Words to describe brown

Don’t Call Me Foreign

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Words to describe brown
Image Credit: Firewood by Satoshi Kaya, Coffee by Emily Somple, Caramel by Evan-Amos, Chocolate by Platus. All images public domain

Call me shaded or cinnamon-skinned.
Compare my tone to the fur of a squirrel.
Hell, call me Pantone 18-1160 TPX, I won’t mind.
But please don’t call me foreign.

Say I’m tan,
the hue of a cardboard box,
Tell me I look like a piece of split firewood
or my skin tone resembles a telephone pole
But never call me foreign.

I spent the weekend at a soccer tournament thirty minutes from home, less than five miles from where my husband grew up and graduated high school. It was a lovely weekend, with perfect weather and good company. I wore my red Ohio State sweatshirt (despite it not being football season, this is perfectly acceptable Saturday attire around here, so pbhthth). The fields were in great condition, there was ample parking, and the adjacent building meant indoor plumbing. And, because it was so close to home, I could sleep in my own bed at night. All great perks for weekend-long soccer tournaments.

Anyhow, I decided to purchase one of the team photos the event photographer was selling. Indeed, nine families bought this gigantic team picture (4 ft wide x 2 ft high, or something crazy like that) enclosed in a large plastic sleeve. The pictures were ready before our 3pm game, so in order to avoid a potential crowd at the table after the game, I decided to pick up my picture and put it in my car.

Me: I’m looking for the U9 Boys ~TeamName~ pictures.
Salesperson: What time was the game?
Me: They played this morning at nine, and the next game is at three.
She went through the various stacks of pictures, and I offered more details to help locate the pictures.

In other words, I said a fair number of words, which she understood. We communicated rather well in our similar Ohio accents.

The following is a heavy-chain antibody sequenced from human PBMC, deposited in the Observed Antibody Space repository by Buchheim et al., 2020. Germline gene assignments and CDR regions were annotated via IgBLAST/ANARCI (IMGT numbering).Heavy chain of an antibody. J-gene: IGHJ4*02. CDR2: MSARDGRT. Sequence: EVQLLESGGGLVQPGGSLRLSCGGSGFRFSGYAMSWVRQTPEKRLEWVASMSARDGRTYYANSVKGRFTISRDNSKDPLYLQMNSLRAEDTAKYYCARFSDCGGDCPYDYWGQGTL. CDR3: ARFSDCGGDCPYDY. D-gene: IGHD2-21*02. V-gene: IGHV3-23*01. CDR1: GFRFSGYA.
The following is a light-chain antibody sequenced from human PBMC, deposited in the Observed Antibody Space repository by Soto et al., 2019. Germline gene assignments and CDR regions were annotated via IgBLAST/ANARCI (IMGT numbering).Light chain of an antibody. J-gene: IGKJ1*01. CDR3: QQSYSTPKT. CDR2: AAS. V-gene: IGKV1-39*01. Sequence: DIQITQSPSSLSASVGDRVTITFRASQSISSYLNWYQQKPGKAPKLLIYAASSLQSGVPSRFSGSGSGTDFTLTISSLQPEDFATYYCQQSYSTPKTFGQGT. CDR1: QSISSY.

Finally, she found the team’s pictures, and I asked to take mine. Their policy, however, was that they had to release all the team pictures at once. No problem. My car was parked nearby, so I took all nine plastic-sleeved gigantic pictures, put them in the car, and sought out the parents to let them know I’d hand the pictures out after the game.

Meanwhile, as I was letting people know, the team manager and one of the other dads went to the photo table with the same idea, only to be told that someone had already taken the pictures.

Team Manager: Who was it?
Salesperson: It was some woman with long brown hair. She was foreign.

The team manager (Bless her!) could not figure out who the salesperson was talking about. She knew someone of Costa Rican descent, but her kid’s not on our team. One woman is married to a Brazilian, and could theoretically have been speaking in Portuguese, but she grew up in Ohio. It was a few minutes before she realized that the salesperson meant me.

I’m of Indian descent, and so is my husband. We both grew up in the suburbs of Cleveland, graduated from large public schools, and attended college in Ohio. We root for the Browns, the Indians, and the Cavs. My family has brown skin. And we are all American.